The event will feature music, food, raffles and family activities. Tickets are $25 a person.
In wake of tragedy, houses of worship bring Newtown closer
Pastor Rob Morris is photographed at Christ the King
Lutheran Church in Newtown on 6/12/2013. Photo by Arnold Gold
By Kristin Stoller
Arnold Gold � Register Pastor Rob Morris is photographed at Christ the King
Lutheran Church in Newtown on 6/12/2013.
NEWTOWN >> The first few Sundays after the Dec. 14 Sandy Hook school
shooting, members of Christ the King Lutheran Church formed a hugging
line. Messages of condolence replaced greetings of peace, and church
members held on a little more tightly to their neighbors. “People drew
together amazingly to support each other,” Pastor Rob Morris said of the days
after the school attack left 26 students and staff members dead. “When you go
through a trauma like that together, that’s a shared experience that doesn’t get
taken off the books.”
Epilepsy Foundation of Connecticut to host golf fundraiser
The Epilepsy Foundation of Connecticut is getting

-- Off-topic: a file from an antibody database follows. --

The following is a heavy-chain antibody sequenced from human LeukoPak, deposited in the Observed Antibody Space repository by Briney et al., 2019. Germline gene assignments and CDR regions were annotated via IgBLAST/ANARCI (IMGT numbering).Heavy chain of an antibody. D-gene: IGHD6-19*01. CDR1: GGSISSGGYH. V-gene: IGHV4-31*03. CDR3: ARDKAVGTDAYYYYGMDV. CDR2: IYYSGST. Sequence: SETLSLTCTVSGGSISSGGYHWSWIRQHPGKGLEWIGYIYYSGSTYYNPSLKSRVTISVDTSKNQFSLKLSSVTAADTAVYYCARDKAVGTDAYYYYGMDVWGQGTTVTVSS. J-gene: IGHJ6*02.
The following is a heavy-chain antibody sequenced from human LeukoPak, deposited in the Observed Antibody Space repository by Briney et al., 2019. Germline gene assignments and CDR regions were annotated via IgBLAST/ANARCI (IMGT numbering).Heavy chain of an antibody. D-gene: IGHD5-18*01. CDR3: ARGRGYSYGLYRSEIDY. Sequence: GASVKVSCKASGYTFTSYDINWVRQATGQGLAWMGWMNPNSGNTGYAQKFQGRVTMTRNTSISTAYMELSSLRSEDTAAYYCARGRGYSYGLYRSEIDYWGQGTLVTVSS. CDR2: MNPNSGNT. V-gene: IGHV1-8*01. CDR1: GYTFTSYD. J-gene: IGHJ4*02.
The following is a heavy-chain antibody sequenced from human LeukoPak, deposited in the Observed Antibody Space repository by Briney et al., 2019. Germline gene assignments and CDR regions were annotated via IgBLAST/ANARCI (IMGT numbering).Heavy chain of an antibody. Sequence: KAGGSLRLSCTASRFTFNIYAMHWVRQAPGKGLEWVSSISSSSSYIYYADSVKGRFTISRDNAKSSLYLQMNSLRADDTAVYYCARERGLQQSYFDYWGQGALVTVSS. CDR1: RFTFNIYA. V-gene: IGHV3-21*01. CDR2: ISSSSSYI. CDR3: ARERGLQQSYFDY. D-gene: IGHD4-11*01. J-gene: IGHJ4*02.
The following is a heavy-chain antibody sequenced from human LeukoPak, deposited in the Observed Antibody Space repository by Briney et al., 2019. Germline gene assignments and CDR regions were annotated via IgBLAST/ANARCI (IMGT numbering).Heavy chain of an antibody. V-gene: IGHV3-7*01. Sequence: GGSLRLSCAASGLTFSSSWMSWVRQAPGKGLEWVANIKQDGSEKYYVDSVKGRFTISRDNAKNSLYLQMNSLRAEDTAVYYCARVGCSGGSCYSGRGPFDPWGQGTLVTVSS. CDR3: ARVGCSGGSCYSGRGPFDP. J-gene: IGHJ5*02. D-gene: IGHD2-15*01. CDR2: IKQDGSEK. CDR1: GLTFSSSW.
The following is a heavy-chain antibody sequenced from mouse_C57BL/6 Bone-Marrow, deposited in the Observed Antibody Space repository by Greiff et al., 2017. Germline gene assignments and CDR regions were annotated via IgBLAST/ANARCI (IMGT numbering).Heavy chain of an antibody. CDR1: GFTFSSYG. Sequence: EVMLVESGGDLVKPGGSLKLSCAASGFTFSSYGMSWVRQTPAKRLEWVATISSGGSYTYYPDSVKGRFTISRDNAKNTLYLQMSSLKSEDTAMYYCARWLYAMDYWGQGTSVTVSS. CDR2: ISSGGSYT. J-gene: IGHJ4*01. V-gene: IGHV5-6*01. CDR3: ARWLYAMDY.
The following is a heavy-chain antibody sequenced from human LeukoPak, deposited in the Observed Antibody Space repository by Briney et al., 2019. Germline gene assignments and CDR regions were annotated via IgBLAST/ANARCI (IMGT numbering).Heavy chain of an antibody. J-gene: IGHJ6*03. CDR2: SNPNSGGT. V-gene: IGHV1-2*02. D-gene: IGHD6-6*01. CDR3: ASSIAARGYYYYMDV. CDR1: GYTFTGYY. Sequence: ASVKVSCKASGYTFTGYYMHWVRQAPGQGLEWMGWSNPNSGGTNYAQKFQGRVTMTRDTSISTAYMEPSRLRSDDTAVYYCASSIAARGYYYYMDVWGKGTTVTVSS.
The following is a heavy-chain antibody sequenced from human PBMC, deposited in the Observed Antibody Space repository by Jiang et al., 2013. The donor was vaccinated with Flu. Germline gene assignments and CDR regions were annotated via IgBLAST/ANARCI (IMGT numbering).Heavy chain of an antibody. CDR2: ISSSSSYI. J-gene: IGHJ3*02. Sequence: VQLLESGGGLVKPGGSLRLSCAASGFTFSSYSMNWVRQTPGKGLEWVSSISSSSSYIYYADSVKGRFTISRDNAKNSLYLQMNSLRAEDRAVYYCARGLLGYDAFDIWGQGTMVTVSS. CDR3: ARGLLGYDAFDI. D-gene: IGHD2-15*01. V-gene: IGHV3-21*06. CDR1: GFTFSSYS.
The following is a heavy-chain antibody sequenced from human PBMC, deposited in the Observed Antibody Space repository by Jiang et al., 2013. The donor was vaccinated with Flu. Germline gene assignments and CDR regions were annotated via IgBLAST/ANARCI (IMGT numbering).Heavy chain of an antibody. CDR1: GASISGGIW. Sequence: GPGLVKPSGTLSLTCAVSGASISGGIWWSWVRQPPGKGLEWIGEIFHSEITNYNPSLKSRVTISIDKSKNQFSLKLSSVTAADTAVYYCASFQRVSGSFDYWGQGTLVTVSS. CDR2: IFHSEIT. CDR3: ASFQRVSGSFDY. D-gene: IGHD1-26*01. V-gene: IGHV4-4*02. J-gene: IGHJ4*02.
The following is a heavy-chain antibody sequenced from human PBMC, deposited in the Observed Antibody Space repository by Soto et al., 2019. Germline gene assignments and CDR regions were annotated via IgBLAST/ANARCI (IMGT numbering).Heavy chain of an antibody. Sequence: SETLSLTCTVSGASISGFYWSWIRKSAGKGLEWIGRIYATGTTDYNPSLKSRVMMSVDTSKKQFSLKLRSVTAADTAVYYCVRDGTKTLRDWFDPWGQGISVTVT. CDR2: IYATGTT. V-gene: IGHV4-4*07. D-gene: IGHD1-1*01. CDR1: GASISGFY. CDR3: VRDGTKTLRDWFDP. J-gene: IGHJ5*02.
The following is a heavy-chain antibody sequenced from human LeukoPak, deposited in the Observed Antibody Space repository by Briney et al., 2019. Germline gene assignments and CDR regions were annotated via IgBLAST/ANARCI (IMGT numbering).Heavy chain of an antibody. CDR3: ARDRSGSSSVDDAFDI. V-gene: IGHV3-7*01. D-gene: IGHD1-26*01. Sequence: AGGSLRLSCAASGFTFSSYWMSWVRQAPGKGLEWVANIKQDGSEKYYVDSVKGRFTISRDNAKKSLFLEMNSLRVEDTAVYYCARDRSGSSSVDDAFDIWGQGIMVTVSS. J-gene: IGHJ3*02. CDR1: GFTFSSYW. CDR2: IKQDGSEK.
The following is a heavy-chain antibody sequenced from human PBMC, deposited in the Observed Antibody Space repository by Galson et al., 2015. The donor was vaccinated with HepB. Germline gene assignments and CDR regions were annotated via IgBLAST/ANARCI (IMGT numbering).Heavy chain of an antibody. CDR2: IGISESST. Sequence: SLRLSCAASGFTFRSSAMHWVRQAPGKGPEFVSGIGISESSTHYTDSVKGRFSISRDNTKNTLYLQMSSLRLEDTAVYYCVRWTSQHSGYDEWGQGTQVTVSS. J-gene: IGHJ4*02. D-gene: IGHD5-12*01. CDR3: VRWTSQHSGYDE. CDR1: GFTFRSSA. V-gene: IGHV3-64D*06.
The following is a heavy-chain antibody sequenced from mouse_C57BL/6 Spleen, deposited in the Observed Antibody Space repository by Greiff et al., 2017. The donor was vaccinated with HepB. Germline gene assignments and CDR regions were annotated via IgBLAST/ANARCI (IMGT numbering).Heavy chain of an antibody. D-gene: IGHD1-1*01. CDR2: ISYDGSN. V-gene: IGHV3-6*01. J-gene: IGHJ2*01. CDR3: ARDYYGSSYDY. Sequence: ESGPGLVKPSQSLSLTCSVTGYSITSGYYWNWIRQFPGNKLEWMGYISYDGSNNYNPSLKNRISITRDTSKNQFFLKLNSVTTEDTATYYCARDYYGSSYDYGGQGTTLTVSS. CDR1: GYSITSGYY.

ready for the 8th Annual Andrew’s Golf Benefit for Epilepsy.
take place on Thursday, July 11, at Quarry Ridge Golf Course, 9 Rose Hill Road,
This event was established and is
hosted by the Purdy family, whose son Andrew has epilepsy. Epilepsy is a
chronic medical condition produced by sudden changes in the electrical function
of the brain that results in more than 20 different types of seizures.It is one of the most common neurological
disorders in the United States, affecting approximately 60,000 people in
Connecticut. Andrew’s Golf Benefit for Epilepsy raises funds to provide
information, education, recreation, advocacy and support.
The fee is $150, which includes golf
carts and greens fees. Activities include a barbecue lunch from 10:15 a.m. to
2:30 p.m. There will be a raffle, with prizes including golf clubs and a flat
screen TV. A hole in one prize is a Hawaiian vacation.
Sponsorships are available. Sponsorships